Some improvements were made and Panose1 became Panose2.
The Panose Numbers have even been used to generate NEW fonts.
HP began reaching out for Partners to make PANOSE an industry wide standard.
Panose Partners have included: AGFA (MonoType); Hewlett Packard Co. (FontSmart); Adobe Corp. (PageMaker); Bitstream Inc.; Caere Corp.; Corel Corp. (CorelDRAW); Lotus Development Corp.; No Hands Inc. (Common Ground); and Microsoft Corp (Word Pro).
We suspect the word PANOSE is an acronym for the full name of the process, but then again, perhaps it is just derived from:
Perhaps the word was chosen to imply that Panose Numbers describe the “full cloth” of typeface possibilities.pannose <botany> Similar in texture or appearance to felt or woolen cloth.
Etymology: 19c: from Latin pannosus, from pannus cloth.
So far as I know, there is presently no PANOSE 3 under construction, but .. . “Who knows what evil lurks in the hearts of ...”
Section 6 states: The tolerances of the weight classification have been determined by testing a variety of fonts. While this has provided reasonable averages for the ranges of weights, these will not always directly correspond with a font’s external name. It is not uncommon to have a font that contains the word “Bold” in the name that actually classifies as 7-Demibold, etc.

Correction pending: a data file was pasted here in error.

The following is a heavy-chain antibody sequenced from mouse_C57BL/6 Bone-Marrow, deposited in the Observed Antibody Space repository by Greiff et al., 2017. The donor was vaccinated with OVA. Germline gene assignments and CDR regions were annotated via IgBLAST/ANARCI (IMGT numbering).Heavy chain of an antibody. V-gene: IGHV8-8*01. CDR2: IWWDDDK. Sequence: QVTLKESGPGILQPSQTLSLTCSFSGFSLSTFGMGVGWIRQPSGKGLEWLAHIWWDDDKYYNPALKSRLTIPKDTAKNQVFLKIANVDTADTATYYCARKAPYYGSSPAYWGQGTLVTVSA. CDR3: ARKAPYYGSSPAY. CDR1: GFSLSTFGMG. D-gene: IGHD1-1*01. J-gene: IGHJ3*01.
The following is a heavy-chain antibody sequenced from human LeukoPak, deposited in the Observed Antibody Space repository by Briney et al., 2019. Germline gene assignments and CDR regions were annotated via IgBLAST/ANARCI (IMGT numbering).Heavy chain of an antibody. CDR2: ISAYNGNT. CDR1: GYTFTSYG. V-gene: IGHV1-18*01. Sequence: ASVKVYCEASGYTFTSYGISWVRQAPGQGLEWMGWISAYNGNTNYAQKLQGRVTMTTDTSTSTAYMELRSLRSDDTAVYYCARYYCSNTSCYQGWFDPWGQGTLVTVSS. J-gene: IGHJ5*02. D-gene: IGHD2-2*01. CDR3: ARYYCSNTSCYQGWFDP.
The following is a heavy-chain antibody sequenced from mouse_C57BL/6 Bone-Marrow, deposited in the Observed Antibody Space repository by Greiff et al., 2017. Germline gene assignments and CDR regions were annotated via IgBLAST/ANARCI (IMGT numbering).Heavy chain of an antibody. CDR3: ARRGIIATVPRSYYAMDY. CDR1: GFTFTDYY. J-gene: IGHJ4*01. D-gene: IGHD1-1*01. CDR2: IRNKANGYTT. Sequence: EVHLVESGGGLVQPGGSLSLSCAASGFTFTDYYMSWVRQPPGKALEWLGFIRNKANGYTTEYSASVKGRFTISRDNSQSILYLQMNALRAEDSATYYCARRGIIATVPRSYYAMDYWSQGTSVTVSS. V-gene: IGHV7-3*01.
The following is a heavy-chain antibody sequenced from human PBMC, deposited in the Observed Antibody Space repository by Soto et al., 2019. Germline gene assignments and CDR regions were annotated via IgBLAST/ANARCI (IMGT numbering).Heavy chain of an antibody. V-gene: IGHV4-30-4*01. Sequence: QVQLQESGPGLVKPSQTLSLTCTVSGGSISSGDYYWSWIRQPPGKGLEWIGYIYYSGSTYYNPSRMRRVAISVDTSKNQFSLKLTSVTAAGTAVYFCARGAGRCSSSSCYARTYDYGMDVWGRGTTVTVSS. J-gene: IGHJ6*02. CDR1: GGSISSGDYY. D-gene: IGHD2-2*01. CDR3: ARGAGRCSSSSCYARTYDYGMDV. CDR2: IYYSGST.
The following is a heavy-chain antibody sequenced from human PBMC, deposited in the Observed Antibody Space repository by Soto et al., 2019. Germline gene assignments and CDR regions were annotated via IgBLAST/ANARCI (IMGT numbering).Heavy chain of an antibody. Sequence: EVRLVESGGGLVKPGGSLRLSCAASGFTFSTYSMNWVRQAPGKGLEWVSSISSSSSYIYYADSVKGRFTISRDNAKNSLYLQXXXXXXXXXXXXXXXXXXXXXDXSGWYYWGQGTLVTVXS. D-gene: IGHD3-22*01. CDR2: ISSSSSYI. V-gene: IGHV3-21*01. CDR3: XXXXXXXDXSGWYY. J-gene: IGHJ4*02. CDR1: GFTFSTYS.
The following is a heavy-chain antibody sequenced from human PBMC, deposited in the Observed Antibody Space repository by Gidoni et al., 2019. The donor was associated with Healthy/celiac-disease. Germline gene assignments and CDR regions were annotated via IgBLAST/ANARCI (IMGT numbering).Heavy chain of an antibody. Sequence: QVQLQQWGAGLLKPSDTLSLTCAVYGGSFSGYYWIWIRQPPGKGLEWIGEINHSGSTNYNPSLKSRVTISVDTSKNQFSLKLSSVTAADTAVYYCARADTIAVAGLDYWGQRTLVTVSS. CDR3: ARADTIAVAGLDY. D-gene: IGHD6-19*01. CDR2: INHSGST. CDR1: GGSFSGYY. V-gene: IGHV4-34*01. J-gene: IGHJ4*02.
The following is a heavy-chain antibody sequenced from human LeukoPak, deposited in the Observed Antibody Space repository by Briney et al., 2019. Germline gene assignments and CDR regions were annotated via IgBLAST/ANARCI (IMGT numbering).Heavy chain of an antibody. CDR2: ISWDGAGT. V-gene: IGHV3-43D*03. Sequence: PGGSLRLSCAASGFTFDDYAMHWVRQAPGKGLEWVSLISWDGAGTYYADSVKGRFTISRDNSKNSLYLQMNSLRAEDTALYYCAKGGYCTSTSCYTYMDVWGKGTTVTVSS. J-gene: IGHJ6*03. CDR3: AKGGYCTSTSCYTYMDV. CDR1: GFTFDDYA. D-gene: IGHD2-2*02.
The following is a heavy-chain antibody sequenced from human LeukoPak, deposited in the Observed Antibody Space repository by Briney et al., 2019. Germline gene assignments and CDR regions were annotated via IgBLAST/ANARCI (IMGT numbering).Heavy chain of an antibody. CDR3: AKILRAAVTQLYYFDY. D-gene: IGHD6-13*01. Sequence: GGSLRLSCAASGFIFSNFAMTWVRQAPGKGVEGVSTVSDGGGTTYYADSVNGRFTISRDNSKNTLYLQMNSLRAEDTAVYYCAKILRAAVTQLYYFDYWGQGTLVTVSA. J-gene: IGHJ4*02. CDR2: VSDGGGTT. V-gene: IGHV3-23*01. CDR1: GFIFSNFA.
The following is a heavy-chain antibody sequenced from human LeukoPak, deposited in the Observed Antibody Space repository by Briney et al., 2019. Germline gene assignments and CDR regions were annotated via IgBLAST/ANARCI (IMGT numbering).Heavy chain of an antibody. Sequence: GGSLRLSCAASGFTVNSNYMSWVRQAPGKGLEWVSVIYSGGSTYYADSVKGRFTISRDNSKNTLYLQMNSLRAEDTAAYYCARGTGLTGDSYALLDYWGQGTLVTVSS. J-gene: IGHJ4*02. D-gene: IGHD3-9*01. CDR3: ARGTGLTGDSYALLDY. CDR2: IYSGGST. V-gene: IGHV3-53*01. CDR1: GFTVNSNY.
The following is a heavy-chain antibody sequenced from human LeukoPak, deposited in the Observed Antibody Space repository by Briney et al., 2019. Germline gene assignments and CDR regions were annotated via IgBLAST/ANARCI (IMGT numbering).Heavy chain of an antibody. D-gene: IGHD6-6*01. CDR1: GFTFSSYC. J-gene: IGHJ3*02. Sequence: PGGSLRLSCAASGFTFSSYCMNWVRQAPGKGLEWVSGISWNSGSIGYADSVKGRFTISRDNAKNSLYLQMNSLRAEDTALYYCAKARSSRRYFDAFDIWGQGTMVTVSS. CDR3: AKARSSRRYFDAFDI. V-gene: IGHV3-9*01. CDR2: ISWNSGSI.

In addition, certain families that have a surplus of font weights may not progress smoothly through the differing classification options. It is, however, rare that two members within the same family will have two weights that exist in the same classification category.
Caution on measurements: When measuring a design with a highly rounded or bowed inside stem, be certain to calculate the correct theoretical edge for the location of the stem edge. Curved stems can alter the measurements for classification significantly enough to alter the resulting category. A face such as Optima can classify quite differently if the W Stem is incorrectly measured at the narrowest or widest portion of the stem.